Conclusions: A DASH-style diet may reduce stone risk by increasing urinary citrate and volume. The small associations between higher DASH score and lower RSS suggest unidentified stone inhibitors in dairy products and/or plants.

  J. R Stark , G Judson , J. F Alderete , V Mundodi , A. S Kucknoor , E. L Giovannucci , E. A Platz , S Sutcliffe , K Fall , T Kurth , J Ma , M. J Stampfer and L. A. Mucci

A recent nested case–control study found that the presence of antibodies against Trichomonas vaginalis, a common nonviral sexually transmitted infection, was positively associated with subsequent incidence of prostate cancer. We confirmed these findings in an independent population and related serostatus for antibodies against T vaginalis to prostate cancer incidence and mortality.


We conducted a case–control study nested within the Physicians’ Health Study that included 673 case subjects with prostate cancer and 673 individually matched control subjects who had available plasma samples. Plasma from blood samples collected at baseline was assayed for antibodies against T vaginalis with an enzyme-linked immunosorbent assay. We used conditional logistic regression to estimate the odds ratios (ORs) of incident prostate cancer, extraprostatic prostate cancer, and cancer that would ultimately progress to bony metastases or prostate cancer–specific death.


Although not statistically significant, the magnitude of the association between T vaginalis–seropositive status and overall prostate cancer risk (OR = 1.23, 95% confidence interval [CI] = 0.94 to 1.61) was similar to that reported previously. Furthermore, a seropositive status was associated with statistically significantly increased risks of extraprostatic prostate cancer (OR = 2.17, 95% CI = 1.08 to 4.37) and of cancer that would ultimately progress to bony metastases or prostate cancer–specific death (OR = 2.69, 95% CI = 1.37 to 5.28).


This large prospective case–control study obtained further support for an association between a seropositive status for antibodies against T vaginalis and the risk of prostate cancer, with statistically significant associations identified for the risk of extraprostatic prostate cancer and for clinically relevant, potentially lethal prostate cancer.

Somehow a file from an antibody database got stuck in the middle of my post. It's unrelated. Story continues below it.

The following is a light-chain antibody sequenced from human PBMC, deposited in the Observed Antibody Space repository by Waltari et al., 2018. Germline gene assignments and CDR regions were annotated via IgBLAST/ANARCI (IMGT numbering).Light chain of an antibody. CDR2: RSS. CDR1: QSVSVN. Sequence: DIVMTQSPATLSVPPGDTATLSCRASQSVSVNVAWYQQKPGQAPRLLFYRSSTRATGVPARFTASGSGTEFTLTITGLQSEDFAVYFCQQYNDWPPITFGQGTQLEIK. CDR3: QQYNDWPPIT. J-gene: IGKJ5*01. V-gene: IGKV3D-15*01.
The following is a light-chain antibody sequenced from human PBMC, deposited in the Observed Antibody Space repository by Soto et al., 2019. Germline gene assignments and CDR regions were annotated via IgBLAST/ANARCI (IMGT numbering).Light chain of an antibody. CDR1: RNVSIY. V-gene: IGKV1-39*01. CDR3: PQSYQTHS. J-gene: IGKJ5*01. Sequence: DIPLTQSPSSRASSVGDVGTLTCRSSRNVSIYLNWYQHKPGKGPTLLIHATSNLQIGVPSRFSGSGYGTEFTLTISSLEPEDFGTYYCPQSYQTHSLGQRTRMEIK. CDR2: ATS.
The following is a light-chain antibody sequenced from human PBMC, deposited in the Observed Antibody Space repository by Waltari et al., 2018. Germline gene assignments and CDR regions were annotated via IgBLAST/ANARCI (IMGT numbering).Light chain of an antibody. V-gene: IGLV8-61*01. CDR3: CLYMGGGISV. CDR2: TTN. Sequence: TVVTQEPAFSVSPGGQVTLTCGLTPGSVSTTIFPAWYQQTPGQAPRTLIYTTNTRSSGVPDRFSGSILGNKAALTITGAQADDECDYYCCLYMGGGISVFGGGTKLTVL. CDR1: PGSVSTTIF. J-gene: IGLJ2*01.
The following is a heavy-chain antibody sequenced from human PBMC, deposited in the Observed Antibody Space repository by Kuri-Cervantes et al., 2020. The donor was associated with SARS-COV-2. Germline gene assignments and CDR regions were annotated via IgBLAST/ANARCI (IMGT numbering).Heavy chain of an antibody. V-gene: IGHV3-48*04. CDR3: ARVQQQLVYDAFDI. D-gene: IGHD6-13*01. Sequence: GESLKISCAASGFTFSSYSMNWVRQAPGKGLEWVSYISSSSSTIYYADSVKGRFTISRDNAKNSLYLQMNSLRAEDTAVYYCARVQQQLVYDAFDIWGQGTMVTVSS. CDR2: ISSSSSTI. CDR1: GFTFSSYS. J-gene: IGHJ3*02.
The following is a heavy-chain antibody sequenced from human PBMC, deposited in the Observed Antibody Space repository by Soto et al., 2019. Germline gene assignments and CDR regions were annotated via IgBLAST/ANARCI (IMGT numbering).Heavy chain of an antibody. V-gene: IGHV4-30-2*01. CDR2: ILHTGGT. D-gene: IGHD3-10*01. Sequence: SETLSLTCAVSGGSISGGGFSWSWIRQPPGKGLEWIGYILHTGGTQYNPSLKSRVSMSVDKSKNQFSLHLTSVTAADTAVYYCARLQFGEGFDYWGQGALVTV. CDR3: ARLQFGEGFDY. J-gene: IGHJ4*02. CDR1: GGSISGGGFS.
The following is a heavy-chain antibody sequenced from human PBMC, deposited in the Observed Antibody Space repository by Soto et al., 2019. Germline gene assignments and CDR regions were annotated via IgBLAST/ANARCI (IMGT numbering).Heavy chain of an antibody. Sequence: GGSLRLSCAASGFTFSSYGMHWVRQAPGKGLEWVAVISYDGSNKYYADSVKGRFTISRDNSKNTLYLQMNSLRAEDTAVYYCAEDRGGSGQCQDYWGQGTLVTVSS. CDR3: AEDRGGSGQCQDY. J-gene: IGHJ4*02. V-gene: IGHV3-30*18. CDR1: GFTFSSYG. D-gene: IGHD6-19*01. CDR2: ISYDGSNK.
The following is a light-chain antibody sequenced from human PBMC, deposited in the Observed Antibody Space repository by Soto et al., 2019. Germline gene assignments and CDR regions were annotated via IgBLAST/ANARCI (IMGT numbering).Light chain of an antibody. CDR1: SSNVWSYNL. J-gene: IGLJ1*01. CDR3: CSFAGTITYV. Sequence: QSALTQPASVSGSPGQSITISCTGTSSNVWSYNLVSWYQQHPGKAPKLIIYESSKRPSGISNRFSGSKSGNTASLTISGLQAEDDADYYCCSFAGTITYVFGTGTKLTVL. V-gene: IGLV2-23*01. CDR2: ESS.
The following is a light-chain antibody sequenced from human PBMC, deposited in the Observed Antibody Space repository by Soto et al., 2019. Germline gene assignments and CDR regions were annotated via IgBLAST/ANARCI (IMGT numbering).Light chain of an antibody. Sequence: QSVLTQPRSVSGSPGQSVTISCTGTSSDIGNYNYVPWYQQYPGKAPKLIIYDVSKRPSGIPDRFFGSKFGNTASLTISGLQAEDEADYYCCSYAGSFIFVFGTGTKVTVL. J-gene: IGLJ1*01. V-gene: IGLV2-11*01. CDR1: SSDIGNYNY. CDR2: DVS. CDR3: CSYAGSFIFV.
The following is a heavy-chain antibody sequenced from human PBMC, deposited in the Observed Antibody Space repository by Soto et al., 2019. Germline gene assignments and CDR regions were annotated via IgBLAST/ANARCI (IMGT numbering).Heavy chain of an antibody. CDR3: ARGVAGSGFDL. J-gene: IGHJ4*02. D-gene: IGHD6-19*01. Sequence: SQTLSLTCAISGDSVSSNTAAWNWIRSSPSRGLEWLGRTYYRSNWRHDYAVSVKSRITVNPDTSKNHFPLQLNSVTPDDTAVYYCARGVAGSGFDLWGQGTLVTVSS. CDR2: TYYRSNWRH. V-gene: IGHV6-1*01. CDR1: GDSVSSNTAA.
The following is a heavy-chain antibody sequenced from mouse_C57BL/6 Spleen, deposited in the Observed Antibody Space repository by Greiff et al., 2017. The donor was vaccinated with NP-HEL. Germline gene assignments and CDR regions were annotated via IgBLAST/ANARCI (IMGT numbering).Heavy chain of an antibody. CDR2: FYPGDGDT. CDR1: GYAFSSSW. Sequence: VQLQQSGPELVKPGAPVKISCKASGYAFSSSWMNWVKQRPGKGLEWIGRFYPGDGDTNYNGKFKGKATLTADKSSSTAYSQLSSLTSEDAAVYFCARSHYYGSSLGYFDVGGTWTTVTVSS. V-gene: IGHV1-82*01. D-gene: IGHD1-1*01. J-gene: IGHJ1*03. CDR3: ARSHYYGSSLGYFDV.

F Fang , N. L Keating , L. A Mucci , H. O Adami , M. J Stampfer , U Valdimarsdottir and K. Fall

Receiving a cancer diagnosis is a stressful event that may increase risks of suicide and cardiovascular death, especially soon after diagnosis.


We conducted a cohort study of 342 497 patients diagnosed with prostate cancer from January 1, 1979, through December 31, 2004, in the Surveillance, Epidemiology, and End Results Program. Follow-up started from the date of prostate cancer diagnosis to the end of first 12 calendar months after diagnosis. The relative risks of suicide and cardiovascular death were calculated as standardized mortality ratios (SMRs) comparing corresponding incidences among prostate cancer patients with those of the general US male population, with adjustment for age, calendar period, and state of residence. We compared risks in the first year and months after a prostate cancer diagnosis. The analyses were further stratified by calendar period at diagnosis, tumor characteristics, and other variables.


During follow-up, 148 men died of suicide (mortality rate = 0.5 per 1000 person-years) and 6845 died of cardiovascular diseases (mortality rate = 21.8 per 1000 person-years). Patients with prostate cancer were at increased risk of suicide during the first year (SMR = 1.4, 95% confidence interval [CI] = 1.2 to 1.6), especially during the first 3 months (SMR = 1.9, 95% CI = 1.4 to 2.6), after diagnosis. The elevated risk was apparent in pre–prostate-specific antigen (PSA) (1979–1986) and peri–PSA (1987–1992) eras but not since PSA testing has been widespread (1993–2004). The risk of cardiovascular death was slightly elevated during the first year (SMR = 1.09, 95% CI = 1.06 to 1.12), with the highest risk in the first month (SMR = 2.05, 95% CI = 1.89 to 2.22), after diagnosis. The first-month risk was statistically significantly elevated during the entire study period, and the risk was higher for patients with metastatic tumors (SMR = 3.22, 95% CI = 2.68 to 3.84) than for those with local or regional tumors (SMR = 1.57, 95% CI = 1.42 to 1.74).


A diagnosis of prostate cancer may increase the immediate risks of suicide and cardiovascular death.